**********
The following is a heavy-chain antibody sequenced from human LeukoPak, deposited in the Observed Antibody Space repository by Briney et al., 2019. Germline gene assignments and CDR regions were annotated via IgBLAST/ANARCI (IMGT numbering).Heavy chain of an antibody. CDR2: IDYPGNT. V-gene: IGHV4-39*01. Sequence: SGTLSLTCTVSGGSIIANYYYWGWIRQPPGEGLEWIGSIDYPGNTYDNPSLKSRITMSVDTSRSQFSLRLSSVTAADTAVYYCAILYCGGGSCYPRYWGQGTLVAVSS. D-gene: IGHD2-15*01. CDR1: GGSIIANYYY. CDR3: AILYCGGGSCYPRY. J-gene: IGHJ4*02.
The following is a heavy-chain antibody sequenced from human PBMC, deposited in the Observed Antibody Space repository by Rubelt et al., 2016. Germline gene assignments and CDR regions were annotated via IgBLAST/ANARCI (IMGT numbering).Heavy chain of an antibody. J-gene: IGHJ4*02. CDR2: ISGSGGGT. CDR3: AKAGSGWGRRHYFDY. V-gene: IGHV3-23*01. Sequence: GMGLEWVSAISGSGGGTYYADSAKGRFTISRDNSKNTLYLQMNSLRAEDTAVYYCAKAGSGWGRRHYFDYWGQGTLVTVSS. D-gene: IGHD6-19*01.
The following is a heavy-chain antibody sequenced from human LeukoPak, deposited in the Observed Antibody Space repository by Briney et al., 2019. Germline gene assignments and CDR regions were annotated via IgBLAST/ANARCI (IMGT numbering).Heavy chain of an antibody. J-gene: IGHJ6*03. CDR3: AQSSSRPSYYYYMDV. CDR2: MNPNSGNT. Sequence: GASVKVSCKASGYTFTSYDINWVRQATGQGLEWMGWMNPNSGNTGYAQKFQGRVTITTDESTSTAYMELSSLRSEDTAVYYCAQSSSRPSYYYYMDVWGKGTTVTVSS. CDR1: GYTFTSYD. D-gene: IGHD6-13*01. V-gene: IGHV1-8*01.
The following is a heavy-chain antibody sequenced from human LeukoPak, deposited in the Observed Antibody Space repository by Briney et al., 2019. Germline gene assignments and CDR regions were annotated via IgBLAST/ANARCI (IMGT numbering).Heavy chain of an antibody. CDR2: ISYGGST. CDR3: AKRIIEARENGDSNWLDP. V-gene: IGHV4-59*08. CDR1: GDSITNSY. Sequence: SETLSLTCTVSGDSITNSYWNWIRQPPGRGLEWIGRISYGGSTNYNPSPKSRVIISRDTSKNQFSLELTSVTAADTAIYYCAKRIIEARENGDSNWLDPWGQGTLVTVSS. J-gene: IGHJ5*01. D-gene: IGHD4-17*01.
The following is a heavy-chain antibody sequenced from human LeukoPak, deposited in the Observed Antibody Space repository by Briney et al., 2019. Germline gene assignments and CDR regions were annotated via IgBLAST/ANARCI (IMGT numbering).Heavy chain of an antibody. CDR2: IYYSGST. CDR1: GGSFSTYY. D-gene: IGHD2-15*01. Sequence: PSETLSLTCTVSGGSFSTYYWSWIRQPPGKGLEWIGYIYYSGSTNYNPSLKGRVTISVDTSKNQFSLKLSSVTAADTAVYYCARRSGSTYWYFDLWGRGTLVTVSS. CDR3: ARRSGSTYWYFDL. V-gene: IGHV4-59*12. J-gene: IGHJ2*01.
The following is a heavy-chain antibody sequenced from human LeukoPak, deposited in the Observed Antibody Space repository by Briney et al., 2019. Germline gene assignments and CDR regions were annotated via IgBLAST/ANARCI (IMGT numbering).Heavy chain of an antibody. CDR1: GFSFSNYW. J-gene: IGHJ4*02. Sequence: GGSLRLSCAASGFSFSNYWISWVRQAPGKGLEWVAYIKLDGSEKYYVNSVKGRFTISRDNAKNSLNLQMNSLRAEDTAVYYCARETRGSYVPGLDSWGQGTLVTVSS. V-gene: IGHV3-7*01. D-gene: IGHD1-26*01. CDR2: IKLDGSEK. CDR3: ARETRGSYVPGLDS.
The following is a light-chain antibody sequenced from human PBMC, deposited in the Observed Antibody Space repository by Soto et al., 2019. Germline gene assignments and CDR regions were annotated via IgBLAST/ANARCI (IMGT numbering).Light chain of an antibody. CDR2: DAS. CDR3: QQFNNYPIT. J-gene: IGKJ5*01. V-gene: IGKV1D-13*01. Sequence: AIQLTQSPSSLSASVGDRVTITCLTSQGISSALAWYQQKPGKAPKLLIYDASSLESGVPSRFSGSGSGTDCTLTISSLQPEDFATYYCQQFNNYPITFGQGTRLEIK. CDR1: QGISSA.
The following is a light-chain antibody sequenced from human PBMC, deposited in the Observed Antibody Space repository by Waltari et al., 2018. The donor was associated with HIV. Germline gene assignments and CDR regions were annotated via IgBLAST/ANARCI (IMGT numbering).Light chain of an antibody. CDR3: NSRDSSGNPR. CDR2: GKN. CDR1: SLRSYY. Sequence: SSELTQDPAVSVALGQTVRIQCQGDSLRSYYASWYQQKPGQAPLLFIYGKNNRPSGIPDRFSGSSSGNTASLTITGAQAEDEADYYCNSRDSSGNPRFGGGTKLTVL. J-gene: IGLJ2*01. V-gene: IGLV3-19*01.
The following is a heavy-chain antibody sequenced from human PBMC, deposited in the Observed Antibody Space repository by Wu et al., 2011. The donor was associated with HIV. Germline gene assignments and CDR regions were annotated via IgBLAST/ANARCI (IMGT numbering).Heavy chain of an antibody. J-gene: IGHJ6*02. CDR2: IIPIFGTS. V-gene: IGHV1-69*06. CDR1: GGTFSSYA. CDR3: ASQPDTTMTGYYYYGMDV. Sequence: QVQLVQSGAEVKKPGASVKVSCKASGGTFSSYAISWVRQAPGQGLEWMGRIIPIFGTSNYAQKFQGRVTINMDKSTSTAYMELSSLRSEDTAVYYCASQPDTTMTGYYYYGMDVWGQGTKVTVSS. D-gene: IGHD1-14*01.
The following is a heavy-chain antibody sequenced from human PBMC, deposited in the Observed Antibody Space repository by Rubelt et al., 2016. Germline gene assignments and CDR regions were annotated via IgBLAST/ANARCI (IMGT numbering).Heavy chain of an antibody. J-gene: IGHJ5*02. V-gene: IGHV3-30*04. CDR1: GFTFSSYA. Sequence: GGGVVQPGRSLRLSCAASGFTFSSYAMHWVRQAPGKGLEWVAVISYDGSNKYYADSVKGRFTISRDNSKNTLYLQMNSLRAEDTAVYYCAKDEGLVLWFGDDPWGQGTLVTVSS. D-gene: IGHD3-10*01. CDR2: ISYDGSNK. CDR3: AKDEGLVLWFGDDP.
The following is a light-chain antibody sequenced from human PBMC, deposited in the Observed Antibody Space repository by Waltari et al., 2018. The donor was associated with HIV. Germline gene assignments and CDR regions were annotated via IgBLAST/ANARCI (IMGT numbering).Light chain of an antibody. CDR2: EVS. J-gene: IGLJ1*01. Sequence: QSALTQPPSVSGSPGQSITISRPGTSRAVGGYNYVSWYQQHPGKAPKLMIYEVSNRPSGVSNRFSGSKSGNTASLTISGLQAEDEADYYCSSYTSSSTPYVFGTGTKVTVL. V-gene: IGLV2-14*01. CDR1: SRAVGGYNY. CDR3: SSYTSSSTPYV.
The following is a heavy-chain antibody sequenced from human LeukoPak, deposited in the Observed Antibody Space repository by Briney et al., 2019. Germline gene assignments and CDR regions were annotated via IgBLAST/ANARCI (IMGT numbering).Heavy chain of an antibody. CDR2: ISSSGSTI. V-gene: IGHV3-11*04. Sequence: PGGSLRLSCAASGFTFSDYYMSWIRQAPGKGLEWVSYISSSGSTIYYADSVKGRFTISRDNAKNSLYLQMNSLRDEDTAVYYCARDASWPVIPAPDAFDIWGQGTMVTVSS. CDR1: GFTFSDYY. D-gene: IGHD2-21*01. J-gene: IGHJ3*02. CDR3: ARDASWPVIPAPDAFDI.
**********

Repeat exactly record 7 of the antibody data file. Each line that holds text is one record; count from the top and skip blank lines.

The following is a light-chain antibody sequenced from human PBMC, deposited in the Observed Antibody Space repository by Soto et al., 2019. Germline gene assignments and CDR regions were annotated via IgBLAST/ANARCI (IMGT numbering).Light chain of an antibody. CDR2: DAS. CDR3: QQFNNYPIT. J-gene: IGKJ5*01. V-gene: IGKV1D-13*01. Sequence: AIQLTQSPSSLSASVGDRVTITCLTSQGISSALAWYQQKPGKAPKLLIYDASSLESGVPSRFSGSGSGTDCTLTISSLQPEDFATYYCQQFNNYPITFGQGTRLEIK. CDR1: QGISSA.